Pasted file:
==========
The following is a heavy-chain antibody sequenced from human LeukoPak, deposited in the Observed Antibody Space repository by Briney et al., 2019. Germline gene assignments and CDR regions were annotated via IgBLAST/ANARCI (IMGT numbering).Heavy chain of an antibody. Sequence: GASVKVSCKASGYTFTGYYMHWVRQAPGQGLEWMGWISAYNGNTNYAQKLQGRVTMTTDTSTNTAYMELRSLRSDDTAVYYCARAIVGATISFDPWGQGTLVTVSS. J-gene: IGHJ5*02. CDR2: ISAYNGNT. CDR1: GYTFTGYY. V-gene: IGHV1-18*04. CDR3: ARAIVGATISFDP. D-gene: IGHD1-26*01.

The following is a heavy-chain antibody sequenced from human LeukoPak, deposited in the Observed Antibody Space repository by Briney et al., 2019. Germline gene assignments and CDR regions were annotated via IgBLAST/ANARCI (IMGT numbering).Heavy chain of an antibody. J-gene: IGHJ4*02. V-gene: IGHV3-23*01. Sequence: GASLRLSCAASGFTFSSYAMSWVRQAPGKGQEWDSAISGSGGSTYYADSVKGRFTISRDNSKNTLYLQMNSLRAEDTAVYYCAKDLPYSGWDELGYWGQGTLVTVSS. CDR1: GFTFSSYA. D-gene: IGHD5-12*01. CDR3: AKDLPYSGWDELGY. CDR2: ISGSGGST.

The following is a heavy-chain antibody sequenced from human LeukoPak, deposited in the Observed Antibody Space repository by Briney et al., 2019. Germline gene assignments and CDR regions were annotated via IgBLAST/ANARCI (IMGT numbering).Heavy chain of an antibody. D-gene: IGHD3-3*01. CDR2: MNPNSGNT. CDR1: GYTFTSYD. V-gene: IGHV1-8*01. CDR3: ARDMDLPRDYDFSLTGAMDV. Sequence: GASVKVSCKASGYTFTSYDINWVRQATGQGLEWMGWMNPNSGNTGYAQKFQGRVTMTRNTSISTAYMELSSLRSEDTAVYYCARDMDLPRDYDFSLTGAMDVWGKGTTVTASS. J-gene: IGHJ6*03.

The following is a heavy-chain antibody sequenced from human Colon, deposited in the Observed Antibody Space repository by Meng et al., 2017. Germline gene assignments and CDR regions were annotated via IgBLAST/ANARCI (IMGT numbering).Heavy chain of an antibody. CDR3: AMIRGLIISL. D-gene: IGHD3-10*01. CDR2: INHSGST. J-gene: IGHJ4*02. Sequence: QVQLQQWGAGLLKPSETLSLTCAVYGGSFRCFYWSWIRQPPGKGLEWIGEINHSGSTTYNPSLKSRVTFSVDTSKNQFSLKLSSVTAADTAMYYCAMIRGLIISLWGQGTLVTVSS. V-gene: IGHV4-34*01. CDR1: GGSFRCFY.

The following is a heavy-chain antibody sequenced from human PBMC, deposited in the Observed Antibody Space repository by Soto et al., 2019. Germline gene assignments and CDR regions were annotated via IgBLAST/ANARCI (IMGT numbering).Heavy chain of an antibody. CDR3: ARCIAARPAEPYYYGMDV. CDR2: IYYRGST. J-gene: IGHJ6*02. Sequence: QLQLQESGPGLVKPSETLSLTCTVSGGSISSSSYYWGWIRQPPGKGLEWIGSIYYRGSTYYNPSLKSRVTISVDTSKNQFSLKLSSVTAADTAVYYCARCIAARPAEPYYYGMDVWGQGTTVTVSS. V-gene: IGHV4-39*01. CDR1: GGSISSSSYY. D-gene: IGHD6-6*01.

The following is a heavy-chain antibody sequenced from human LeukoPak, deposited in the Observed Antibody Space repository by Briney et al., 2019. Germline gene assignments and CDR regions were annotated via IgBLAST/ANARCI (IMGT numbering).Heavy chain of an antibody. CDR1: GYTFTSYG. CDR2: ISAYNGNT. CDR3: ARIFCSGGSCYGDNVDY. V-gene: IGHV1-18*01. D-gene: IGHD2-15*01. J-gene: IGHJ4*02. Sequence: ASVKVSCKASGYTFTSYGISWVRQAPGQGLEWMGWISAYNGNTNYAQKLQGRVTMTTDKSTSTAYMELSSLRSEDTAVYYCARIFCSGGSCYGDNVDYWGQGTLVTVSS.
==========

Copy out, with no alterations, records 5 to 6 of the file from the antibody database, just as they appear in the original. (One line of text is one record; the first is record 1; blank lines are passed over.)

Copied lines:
The following is a heavy-chain antibody sequenced from human PBMC, deposited in the Observed Antibody Space repository by Soto et al., 2019. Germline gene assignments and CDR regions were annotated via IgBLAST/ANARCI (IMGT numbering).Heavy chain of an antibody. CDR3: ARCIAARPAEPYYYGMDV. CDR2: IYYRGST. J-gene: IGHJ6*02. Sequence: QLQLQESGPGLVKPSETLSLTCTVSGGSISSSSYYWGWIRQPPGKGLEWIGSIYYRGSTYYNPSLKSRVTISVDTSKNQFSLKLSSVTAADTAVYYCARCIAARPAEPYYYGMDVWGQGTTVTVSS. V-gene: IGHV4-39*01. CDR1: GGSISSSSYY. D-gene: IGHD6-6*01.

The following is a heavy-chain antibody sequenced from human LeukoPak, deposited in the Observed Antibody Space repository by Briney et al., 2019. Germline gene assignments and CDR regions were annotated via IgBLAST/ANARCI (IMGT numbering).Heavy chain of an antibody. CDR1: GYTFTSYG. CDR2: ISAYNGNT. CDR3: ARIFCSGGSCYGDNVDY. V-gene: IGHV1-18*01. D-gene: IGHD2-15*01. J-gene: IGHJ4*02. Sequence: ASVKVSCKASGYTFTSYGISWVRQAPGQGLEWMGWISAYNGNTNYAQKLQGRVTMTTDKSTSTAYMELSSLRSEDTAVYYCARIFCSGGSCYGDNVDYWGQGTLVTVSS.